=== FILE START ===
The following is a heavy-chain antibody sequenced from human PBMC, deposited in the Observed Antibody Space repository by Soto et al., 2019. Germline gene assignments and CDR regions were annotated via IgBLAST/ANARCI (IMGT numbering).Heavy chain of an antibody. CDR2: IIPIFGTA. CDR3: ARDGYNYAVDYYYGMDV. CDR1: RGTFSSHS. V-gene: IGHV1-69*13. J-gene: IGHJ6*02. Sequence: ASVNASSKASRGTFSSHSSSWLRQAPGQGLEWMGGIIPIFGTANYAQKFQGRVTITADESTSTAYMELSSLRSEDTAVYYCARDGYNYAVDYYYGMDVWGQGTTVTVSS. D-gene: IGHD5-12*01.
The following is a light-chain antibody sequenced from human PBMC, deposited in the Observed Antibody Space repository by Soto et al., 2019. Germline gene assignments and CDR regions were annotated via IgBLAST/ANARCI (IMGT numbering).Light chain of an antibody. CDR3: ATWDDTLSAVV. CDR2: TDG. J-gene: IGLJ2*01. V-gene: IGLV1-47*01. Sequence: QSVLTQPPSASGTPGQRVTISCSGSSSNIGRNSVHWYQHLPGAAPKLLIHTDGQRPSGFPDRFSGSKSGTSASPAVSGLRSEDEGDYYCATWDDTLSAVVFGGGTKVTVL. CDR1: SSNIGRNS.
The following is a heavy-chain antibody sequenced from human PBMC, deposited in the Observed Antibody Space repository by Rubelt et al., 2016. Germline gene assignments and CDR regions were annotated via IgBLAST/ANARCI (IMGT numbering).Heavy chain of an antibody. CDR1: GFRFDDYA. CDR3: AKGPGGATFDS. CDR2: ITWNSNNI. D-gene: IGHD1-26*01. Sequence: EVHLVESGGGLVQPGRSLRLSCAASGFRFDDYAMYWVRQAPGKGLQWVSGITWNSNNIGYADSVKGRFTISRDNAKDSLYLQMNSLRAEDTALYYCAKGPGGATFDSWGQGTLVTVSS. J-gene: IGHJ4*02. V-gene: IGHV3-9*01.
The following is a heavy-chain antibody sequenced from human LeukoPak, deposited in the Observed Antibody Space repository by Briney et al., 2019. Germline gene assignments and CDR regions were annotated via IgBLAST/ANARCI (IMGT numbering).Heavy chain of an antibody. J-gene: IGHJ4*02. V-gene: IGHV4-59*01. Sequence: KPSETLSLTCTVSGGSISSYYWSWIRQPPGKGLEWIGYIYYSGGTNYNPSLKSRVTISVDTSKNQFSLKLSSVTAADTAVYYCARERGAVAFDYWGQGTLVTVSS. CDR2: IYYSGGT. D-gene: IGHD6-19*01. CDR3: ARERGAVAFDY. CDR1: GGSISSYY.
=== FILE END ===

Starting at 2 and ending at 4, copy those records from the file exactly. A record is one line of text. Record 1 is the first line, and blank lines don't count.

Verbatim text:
The following is a light-chain antibody sequenced from human PBMC, deposited in the Observed Antibody Space repository by Soto et al., 2019. Germline gene assignments and CDR regions were annotated via IgBLAST/ANARCI (IMGT numbering).Light chain of an antibody. CDR3: ATWDDTLSAVV. CDR2: TDG. J-gene: IGLJ2*01. V-gene: IGLV1-47*01. Sequence: QSVLTQPPSASGTPGQRVTISCSGSSSNIGRNSVHWYQHLPGAAPKLLIHTDGQRPSGFPDRFSGSKSGTSASPAVSGLRSEDEGDYYCATWDDTLSAVVFGGGTKVTVL. CDR1: SSNIGRNS.
The following is a heavy-chain antibody sequenced from human PBMC, deposited in the Observed Antibody Space repository by Rubelt et al., 2016. Germline gene assignments and CDR regions were annotated via IgBLAST/ANARCI (IMGT numbering).Heavy chain of an antibody. CDR1: GFRFDDYA. CDR3: AKGPGGATFDS. CDR2: ITWNSNNI. D-gene: IGHD1-26*01. Sequence: EVHLVESGGGLVQPGRSLRLSCAASGFRFDDYAMYWVRQAPGKGLQWVSGITWNSNNIGYADSVKGRFTISRDNAKDSLYLQMNSLRAEDTALYYCAKGPGGATFDSWGQGTLVTVSS. J-gene: IGHJ4*02. V-gene: IGHV3-9*01.
The following is a heavy-chain antibody sequenced from human LeukoPak, deposited in the Observed Antibody Space repository by Briney et al., 2019. Germline gene assignments and CDR regions were annotated via IgBLAST/ANARCI (IMGT numbering).Heavy chain of an antibody. J-gene: IGHJ4*02. V-gene: IGHV4-59*01. Sequence: KPSETLSLTCTVSGGSISSYYWSWIRQPPGKGLEWIGYIYYSGGTNYNPSLKSRVTISVDTSKNQFSLKLSSVTAADTAVYYCARERGAVAFDYWGQGTLVTVSS. CDR2: IYYSGGT. D-gene: IGHD6-19*01. CDR3: ARERGAVAFDY. CDR1: GGSISSYY.